This has already been dealt with above. If Calvin is permitted to set the boundaries of his own thought, within which his statements are to be interpreted, he says quite clearly in "the eternal predestination of God," 94, 95:

    "Hereupon follows also a third important fact, that the virtue and benefits of Christ are extended unto, and belong to, none but the children of God." "That the Gospel is, in its nature, able to save all I by no means deny. But the great question lies here: Did the Lord by His eternal counsel ordain salvation for all men?"

    Hence, what Christ actually accomplished on the cross does not belong to any but the children of God, in virtue of the eternal counsel of the Lord. Where he speaks unlimited language, he is clearly referring to the death of Christ as conditionally held out in the gospel and/or what men profess to believe as a result of the gospel.

    It IS that simple. We cannot impute Arminian categories to Calvin's language because the debate had not emerged as yet. Calvin held to an inscrutable decree that ordained all things. There is no post-Calvin Amyraldian conditional decree in Calvin's writings, albeit David Ponter will do his utmost to find one there.

    I hope that clarifies.
     
  19. puritan reformed

    puritan reformed Puritan Board Freshman

    :deadhorse:
     
  20. puritan reformed

    puritan reformed Puritan Board Freshman

    :bigsmile:
     
  21. py3ak

    py3ak They're stalling and plotting against me Staff Member

    Mr. Winzer;

    Your explanations on this thread have been generally convincing to me. I have also enjoyed the fact that you demonstrate a considerable command of brevity and lucidity in your use of language. There is one Calvin quote Mr. Ponter supplied though, which seems like it might stretch the categories you mentioned above.
    How does this fit in the paradigm?
     
  22. MW

    MW Puritan Board Doctor

    Mr Zartman,

    The problem with this cut and paste methodology which Mr. Ponter employs is the disadvantage his reader is placed in, not having the proper context of his authority's statement. Now, from what is quoted above, we might be ready to conclude that the "mean" that God had ordained is the death of Christ, yes? But the sentence prior to the beginning of the quotation reads: "Now the mean whereby we be made partakers of our Lord Jesus Christ, is our embracing of the promises of the Gospel by true faith."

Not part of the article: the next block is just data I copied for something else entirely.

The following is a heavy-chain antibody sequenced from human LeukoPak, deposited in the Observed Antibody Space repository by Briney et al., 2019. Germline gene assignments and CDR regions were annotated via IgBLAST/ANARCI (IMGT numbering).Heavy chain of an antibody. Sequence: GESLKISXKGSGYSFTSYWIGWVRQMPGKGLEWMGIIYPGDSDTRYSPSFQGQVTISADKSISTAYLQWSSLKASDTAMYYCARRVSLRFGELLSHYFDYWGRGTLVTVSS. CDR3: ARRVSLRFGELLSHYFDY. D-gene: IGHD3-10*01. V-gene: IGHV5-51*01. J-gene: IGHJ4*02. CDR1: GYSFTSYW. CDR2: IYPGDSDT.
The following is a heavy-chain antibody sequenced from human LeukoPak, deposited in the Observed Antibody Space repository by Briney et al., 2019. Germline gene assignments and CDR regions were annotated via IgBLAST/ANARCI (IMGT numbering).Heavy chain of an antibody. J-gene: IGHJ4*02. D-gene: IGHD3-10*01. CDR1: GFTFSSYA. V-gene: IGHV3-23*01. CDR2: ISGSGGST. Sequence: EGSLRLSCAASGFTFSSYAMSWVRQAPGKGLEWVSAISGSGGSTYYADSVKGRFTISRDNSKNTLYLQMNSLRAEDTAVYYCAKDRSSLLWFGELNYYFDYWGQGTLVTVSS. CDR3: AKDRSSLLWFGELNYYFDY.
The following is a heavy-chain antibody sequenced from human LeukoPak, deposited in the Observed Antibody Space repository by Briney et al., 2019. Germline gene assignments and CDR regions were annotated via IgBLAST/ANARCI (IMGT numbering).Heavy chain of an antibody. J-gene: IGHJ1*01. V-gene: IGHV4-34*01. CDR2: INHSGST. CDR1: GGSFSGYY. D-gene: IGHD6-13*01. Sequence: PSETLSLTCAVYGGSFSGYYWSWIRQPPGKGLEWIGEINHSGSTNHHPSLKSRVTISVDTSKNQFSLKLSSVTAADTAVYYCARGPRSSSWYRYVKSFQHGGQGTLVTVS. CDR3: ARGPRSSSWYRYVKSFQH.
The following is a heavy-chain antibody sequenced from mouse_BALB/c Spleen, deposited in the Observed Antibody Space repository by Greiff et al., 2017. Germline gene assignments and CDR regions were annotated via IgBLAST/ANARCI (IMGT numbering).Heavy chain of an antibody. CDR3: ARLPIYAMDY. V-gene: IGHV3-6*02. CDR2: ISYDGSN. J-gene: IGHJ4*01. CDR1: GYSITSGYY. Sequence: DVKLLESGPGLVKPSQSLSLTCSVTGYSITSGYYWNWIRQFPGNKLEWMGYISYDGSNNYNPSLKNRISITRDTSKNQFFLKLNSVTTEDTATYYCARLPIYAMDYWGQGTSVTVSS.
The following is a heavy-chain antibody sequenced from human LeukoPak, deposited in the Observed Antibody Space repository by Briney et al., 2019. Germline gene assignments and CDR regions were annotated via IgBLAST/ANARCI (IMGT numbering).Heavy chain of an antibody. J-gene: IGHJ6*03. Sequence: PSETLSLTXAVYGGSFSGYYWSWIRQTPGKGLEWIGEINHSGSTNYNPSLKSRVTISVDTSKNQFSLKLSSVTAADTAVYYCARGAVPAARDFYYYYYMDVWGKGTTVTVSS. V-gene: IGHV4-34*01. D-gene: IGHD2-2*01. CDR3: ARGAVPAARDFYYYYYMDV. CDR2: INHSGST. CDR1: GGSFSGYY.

I think Calvin's statement is properly understood when it is perceived that the gospel proclaims the death of Christ as the means whereby sinners are saved; and those who do not believe are damned, not because there is any lack in the death of Christ, but because they do not believe to the saving of their souls, and thus tread under foot the blood of Christ which is offered in the gospel as the means of their salvation.
     
  23. py3ak

    py3ak They're stalling and plotting against me Staff Member

    Mr. Winzer (by the way, I am still juvenile enough that Mr. Zartman seems directed at someone else), thanks for the explanation. I believe I see your point.
     
  24. MW

    MW Puritan Board Doctor

    Consider also this thought of Calvin, immediately after the quoted portion:

     
  25. MW

    MW Puritan Board Doctor

    We should consider also what Calvin has stated a few pages preceding the quotation:

     
  26. Semper Fidelis

    Semper Fidelis 2 Timothy 2:24-25 Staff Member

    Great posts Rev. Winzer. I agree with Ruben. Your position is most convincing and very well articulated in the context of the quotations cited.
     
  27. Magma2

    Magma2 Puritan Board Sophomore

    Just FYI and even though Rev. Winzer's reply and refutation of David needs no addition, I thought it might be helpful to look again at the wider context from where that citation was pulled (even in isolation I failed to see how this made David´s case). Calvin is not commenting on the plight of the perishing reprobate at all, but rather the church for whom Christ actually died. While the vast majority of us have never, and probably will never, experience any real persecution on account of our faith "“ at least no one I know has ever been put to death for professing the Gospel or even reading the Scriptures "“ such was obviously not the case in Calvin´s day or in some parts of the world today. Which, at least in my mind, renders David´s abuse of Calvin on this point even more perverse and unconscionable:

    [Edited on 8-25-2006 by Magma2]